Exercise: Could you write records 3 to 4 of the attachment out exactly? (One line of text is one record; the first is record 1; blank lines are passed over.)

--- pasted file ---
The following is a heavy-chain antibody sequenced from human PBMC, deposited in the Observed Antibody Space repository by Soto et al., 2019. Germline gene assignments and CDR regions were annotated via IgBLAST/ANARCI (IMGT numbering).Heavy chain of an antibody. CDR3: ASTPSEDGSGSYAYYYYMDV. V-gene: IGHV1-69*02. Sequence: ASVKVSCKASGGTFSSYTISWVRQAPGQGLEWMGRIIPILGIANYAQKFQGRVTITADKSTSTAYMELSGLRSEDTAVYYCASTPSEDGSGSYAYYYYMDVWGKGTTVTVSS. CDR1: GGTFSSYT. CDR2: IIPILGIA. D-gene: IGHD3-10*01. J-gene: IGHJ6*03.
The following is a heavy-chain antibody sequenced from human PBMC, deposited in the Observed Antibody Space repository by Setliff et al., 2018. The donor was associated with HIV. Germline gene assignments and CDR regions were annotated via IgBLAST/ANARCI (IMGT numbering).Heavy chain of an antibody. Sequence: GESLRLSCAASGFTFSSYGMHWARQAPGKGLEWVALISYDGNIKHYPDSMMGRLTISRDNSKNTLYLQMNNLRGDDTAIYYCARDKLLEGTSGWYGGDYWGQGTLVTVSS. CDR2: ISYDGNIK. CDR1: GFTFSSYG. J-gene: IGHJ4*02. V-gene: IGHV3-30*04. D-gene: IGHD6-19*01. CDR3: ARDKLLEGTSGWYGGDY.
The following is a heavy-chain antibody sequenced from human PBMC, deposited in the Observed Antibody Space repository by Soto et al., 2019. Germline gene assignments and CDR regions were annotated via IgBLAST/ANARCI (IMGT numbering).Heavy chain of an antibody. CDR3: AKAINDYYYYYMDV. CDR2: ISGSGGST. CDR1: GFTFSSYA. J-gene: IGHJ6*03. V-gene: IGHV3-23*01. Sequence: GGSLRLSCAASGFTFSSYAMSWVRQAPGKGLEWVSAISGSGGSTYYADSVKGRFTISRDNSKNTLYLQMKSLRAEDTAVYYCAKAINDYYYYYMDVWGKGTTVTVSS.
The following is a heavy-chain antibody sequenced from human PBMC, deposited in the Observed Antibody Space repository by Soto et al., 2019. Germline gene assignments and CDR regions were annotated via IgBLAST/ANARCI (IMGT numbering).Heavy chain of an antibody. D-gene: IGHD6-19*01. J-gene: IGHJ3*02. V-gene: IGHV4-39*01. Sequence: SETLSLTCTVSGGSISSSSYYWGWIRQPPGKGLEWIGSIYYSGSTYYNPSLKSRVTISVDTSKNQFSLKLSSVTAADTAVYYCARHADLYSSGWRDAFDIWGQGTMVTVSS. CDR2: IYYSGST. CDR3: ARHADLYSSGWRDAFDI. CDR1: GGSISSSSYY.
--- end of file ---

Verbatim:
The following is a heavy-chain antibody sequenced from human PBMC, deposited in the Observed Antibody Space repository by Soto et al., 2019. Germline gene assignments and CDR regions were annotated via IgBLAST/ANARCI (IMGT numbering).Heavy chain of an antibody. CDR3: AKAINDYYYYYMDV. CDR2: ISGSGGST. CDR1: GFTFSSYA. J-gene: IGHJ6*03. V-gene: IGHV3-23*01. Sequence: GGSLRLSCAASGFTFSSYAMSWVRQAPGKGLEWVSAISGSGGSTYYADSVKGRFTISRDNSKNTLYLQMKSLRAEDTAVYYCAKAINDYYYYYMDVWGKGTTVTVSS.
The following is a heavy-chain antibody sequenced from human PBMC, deposited in the Observed Antibody Space repository by Soto et al., 2019. Germline gene assignments and CDR regions were annotated via IgBLAST/ANARCI (IMGT numbering).Heavy chain of an antibody. D-gene: IGHD6-19*01. J-gene: IGHJ3*02. V-gene: IGHV4-39*01. Sequence: SETLSLTCTVSGGSISSSSYYWGWIRQPPGKGLEWIGSIYYSGSTYYNPSLKSRVTISVDTSKNQFSLKLSSVTAADTAVYYCARHADLYSSGWRDAFDIWGQGTMVTVSS. CDR2: IYYSGST. CDR3: ARHADLYSSGWRDAFDI. CDR1: GGSISSSSYY.